Doctor Who? Doctor Her.

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In the wake of a new doctor, Tasha addresses criticisms of female actresses portraying traditionally male roles.

So, this week, a female doctor fell to earth and the internet lost its mind.

The sound of Whovians firing up their sonic screw-drivers for the new season of the much loved and quintessential British TV show, Doctor Who, was in competition with the gasps and screams of horror which echoed from the internet as twitter trolls did what twitter trolls do best: taking to the internet to explain to us ‘special snowflakes’ just how ‘wrong’ a female doctor is.

“What’s next, a female James Bond?!”

As a pre-established Jody Whittaker fan, I was arguably biased when watching the show on Sunday, yet I still feel that the show was successful in pointing out just how irrelevant the character’s gender is, as we instantly recognise the whimsy and border-line mania of The Doctor through Whittaker’s portrayal.

You may find it somewhat bizarre that those who welcome the concept of a space-travelling-time-defying alien with two hearts, suddenly find the idea of a woman playing the role difficult to swallow. Several arguments I’ve seen have revolved around the fact that the character of The Doctor was originally written as a man – times change, it’s crazy! One twitter user even exclaiming: “What’s next, a female James Bond?!”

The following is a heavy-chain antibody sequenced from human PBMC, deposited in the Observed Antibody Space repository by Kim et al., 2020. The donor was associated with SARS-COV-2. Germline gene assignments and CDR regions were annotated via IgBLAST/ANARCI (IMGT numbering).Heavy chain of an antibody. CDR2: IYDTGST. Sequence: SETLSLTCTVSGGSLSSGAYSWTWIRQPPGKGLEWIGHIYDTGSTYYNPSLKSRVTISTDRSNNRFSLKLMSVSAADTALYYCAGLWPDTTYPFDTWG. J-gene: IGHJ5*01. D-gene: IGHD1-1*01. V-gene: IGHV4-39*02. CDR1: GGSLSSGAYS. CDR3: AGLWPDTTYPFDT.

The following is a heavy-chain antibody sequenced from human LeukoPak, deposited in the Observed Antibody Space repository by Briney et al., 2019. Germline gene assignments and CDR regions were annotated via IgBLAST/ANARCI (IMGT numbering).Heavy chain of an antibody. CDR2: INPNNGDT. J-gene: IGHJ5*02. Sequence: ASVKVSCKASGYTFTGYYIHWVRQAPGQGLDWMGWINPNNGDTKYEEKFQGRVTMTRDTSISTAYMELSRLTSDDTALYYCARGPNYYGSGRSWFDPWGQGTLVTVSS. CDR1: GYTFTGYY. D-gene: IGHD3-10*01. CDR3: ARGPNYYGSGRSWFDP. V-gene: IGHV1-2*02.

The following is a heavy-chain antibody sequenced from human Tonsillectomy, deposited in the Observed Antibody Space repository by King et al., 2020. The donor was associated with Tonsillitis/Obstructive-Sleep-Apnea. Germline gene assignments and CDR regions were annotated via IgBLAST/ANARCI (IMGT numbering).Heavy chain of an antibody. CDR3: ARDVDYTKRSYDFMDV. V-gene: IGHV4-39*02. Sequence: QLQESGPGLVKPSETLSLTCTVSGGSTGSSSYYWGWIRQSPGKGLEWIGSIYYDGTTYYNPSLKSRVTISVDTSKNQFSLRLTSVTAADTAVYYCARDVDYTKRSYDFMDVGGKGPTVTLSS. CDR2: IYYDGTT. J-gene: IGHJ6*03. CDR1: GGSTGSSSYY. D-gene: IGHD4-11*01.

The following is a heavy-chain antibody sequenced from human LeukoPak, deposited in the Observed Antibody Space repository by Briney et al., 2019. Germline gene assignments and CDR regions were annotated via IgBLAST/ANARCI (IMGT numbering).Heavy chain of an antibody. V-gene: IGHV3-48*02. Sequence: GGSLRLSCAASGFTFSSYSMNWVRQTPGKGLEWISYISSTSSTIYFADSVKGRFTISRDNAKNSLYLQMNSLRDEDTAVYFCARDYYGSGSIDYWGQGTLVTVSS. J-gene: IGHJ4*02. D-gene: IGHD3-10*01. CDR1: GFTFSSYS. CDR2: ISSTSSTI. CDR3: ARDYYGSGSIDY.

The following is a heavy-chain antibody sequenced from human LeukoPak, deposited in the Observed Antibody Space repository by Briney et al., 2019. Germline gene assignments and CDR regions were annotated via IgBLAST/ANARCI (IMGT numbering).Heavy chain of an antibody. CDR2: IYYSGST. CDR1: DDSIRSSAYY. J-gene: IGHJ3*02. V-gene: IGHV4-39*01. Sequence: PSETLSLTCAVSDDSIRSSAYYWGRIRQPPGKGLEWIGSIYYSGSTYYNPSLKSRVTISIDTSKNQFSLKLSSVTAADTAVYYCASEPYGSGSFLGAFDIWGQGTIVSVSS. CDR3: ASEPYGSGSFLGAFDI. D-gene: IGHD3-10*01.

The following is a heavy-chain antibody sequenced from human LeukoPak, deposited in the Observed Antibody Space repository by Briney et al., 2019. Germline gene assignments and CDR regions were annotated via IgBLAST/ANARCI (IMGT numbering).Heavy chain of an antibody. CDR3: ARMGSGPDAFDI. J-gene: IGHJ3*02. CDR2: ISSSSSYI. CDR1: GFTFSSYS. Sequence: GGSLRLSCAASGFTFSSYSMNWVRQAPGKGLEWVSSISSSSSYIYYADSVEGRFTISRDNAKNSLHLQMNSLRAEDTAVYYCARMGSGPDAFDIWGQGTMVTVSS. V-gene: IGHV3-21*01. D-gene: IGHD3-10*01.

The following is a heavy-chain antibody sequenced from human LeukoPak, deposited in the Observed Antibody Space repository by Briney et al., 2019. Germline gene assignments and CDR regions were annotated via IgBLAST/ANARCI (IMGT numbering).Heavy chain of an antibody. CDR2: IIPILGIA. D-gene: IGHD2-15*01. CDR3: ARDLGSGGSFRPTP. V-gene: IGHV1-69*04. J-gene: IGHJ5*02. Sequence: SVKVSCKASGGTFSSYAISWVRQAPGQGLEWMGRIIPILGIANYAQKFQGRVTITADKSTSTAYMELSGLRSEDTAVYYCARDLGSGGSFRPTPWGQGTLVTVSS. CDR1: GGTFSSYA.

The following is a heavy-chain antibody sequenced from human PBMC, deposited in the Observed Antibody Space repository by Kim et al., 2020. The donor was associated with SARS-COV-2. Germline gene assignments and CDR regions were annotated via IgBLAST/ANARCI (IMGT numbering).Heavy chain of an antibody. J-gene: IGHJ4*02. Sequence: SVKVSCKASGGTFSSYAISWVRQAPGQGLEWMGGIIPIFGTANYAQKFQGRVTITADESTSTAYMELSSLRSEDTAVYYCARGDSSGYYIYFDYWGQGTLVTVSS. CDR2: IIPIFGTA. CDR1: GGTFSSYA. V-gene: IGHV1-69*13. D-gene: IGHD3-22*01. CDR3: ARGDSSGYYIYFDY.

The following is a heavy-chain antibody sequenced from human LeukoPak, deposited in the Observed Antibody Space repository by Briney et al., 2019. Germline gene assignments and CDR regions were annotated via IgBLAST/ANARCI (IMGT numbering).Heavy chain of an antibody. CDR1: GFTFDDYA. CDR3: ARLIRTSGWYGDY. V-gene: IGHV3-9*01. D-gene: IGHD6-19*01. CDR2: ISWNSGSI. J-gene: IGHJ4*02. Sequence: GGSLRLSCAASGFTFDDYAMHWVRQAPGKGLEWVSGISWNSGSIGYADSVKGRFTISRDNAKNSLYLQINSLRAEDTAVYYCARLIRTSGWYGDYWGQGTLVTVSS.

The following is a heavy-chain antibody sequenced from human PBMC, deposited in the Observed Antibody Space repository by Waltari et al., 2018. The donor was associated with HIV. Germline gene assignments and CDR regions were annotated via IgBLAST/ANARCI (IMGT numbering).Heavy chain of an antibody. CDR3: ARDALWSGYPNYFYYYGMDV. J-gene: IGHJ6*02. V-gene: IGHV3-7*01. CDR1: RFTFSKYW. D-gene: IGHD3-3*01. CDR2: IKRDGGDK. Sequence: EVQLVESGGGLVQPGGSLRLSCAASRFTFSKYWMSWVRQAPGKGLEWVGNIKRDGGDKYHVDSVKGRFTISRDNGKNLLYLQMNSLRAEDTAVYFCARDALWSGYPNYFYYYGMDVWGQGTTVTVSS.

In response, I would argue that for a show that’s seen pig-headed aliens (outside of twitter) and robots defeated by emotions and dinosaurs in space, taking the step to represent half of Earth’s population is not all that radical. Nor is it ‘political correctness gone mad’. It makes sense that The Doctor, an everchanging being, can transcend gender, whereas James Bond, the Eton educated super spy, though excellent, is not out of this world.

‘Defending the universe is a man’s job’, obviously.

The backlash the BBC received is symptomatic of a wider issue: the treatment of women in Sci-fi. For example, Star Wars: The Last Jedi received immense criticism from parents’ basements nation-wide for representing more than your average white male. That’s right, fanboys got their knickers in a twist because ‘defending the universe is a man’s job’, obviously. The response was also overwhelmingly racist, leading to actress Kelly Marie Tran – who played the role of Rose – deleting her Instagram account due to the hate and numerous death threats she was receiving.

Women in Sci-fi are often massively over-sexualised and fans often seem to get upset when women don’t fit into the boxes of sexy and evil, or sexy and in need of saving.

Encouragingly, there were also many positive responses to a female Doctor Who, but I wonder whether as the series continues, Whittaker will be judged as an actor playing the role, or as a woman playing the role? And does the possibility of any future female Doctors rest on her shoulders alone?

As The Doctor herself said, “new is scary”, and indeed it is. However, I personally fail to see what is so scary about a female Doctor. But, for those who scarcely come into contact with women, perhaps it is.

Tasha Austen

Image: Sophie Mutevelian/BBC